7 Jul 2020

Brexit campaigners vow to bring ‘mischief, mayhem' to NZ election

5:10 pm on 7 July 2020

First published on The Spinoff

After previously stonewalling inquiries on the matter, Leave.EU 'bad boy' Arron Banks has told a UK newspaper he is sending a team to New Zealand to work on Winston Peters' NZ First campaign, Justin Giovannetti* writes.

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Winston Peters, left, and Arron Banks who funded the Brexit group Leave.EU. Photo: NZME / AFP

  • Since the publication of this report, Winston Peters has denied hiring Banks. See below

New Zealand First has hired a crew of political operators from one of the most aggressive groups in the Brexit campaign to cause "mischief, mayhem and guerrilla warfare" before the September election, according to The Daily Telegraph, the Conservative-leaning British broadsheet newspaper.

The report comes one week after The Spinoff reported that Arron Banks, the bankroller of the Brexit group Leave.EU, had become an ardent champion of New Zealand First, praising Winston Peters online. Both Banks and New Zealand First declined on numerous occasions to answer questions from The Spinoff about the nature of their relationship.

According to The Telegraph's chief political correspondent, Christopher Hope, a six-person team from Banks' Leave.EU has been "dispatched to Auckland" to work on New Zealand First's campaign. They've reportedly been instructed to double the party's count of MPs to 20.

Andy Wigmore, one of Banks' main lieutenants, told the newspaper: "I'm going to be on ground in New Zealand causing trouble - mischief, mayhem and guerrilla warfare in the New Zealand election - the bad boys are back."

It is uncertain on what basis Wigmore intends to be "on the ground" in New Zealand. There is no known exemption to the strict border controls for political strategists or self-styled "bad boys of Brexit".

Following the publication of The Spinoff's story, which followed 15 attempts to contact New Zealand First, Peters tweeted: "For the benefit of the woke leftist spinoff, had they asked me, which they didn't, I came across Arron Banks in 2016 in the UK. We have been happily sharing thoughts and ideas on international matters ever since. He's a top bloke and we both believe that freedom matters!"

Following the tweet, New Zealand First was again contacted for comment. They did not respond.

Peters has also had praise in the past from the former head of UKIP, Nigel Farage. The two men bonded over cricket and a political platform built on opposition to immigration. Now they both share a working relationship with Banks, who helped underwrite much of Farage's career.

UK Independence Party (UKIP) leader Nigel Farage (L) and major donor Arron Banks leave the party's head office in central London on May 15, 2015.

Former UKIP leader Nigel Farage and Arron Banks pictured together in 2015. Photo: AFP

Banks made his money through his ownership of insurance companies. He also owns African diamond mines. In 2017, Britain's Sunday Times said he was worth about $NZ480 million.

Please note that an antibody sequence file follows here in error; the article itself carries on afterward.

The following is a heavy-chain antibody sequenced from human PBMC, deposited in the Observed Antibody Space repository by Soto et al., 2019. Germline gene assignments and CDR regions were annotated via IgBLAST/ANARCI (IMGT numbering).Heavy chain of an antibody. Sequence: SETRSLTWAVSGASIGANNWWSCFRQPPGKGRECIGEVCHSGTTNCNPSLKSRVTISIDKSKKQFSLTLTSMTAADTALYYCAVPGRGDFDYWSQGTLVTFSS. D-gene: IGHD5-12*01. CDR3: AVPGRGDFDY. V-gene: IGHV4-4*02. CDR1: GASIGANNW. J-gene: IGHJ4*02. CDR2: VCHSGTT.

Leave.EU was central to turning the Brexit vote into a question where British voters could express a grievance with the way the country was changing, under what they characterised as a smug ruling elite. Opponents saw it as a way of expressing xenophobia through the ballot box.

Banks relies on 'rampant misinformation'

Banks and Peters appeal to a similar demographic, said University of Otago law professor Andrew Geddis, but that doesn't mean Banks should be invited into New Zealand's political system.

"The form of politics that led to the Brexit vote, which Arron Banks was involved with, was typified by rampant misinformation and appealing to naked prejudice in the electorate. My view is that importing that type of politics into New Zealand would be detrimental to our democracy," said Geddis.

Banks, whom Farage has described as "pugnacious", wrote in his book The Bad Boys of Brexit that political campaigns should be blunt, edgy and controversial to create media attention and garner free publicity.

On 12 June, a combative Peters put out a statement decrying the "woke generation" after the statue of John Hamilton was winched from the central square of the city named after the British captain. The statement was blunt, edgy and controversial.

The statue of Captain John Fane Charles Hamilton being removed.

The statue of John Hamilton being removed last month. Photo: RNZ / Andrew McRae

"Why do some woke New Zealanders feel the need to mimic mindless actions imported from overseas," asked Peters in the statement, where he shared his "disgust" with people calling for the statue's removal. In his parting words, Peters said they need to: "Deal with it, grow up and read a book."

The Spinoff is again seeking comment from the parties involved.

*Justin Giovannetti is the political editor of The Spinoff.

This column first appeared in The Spinoff

Update: Peters denies hiring Banks

Following the publication of the Spinoff's article, Peters released a statement denying "that a team of six political operatives have been dispatched to New Zealand to assist his campaign."

"Not only have I not hired such a crew but it is impossible to see how they would even gain entry into the country ... the click bait author of this latest piece of fantasy, aided as always by rent-a-quote academic Andrew Geddis, even imply that our press release attacking the woeful historical ignorance of the woke pull-down-statues crowd on June 12 is somehow evidence of Mr Banks' influence."

"Well, there is a very disappointed NZF staffer who wrote that press release, all on their own."

Peters said his party was the equivalent of the "corner dairy of New Zealand democracy" and decried that the report had left the "heavily compromised supermarket untouched", before concluding the party would make no further comment.


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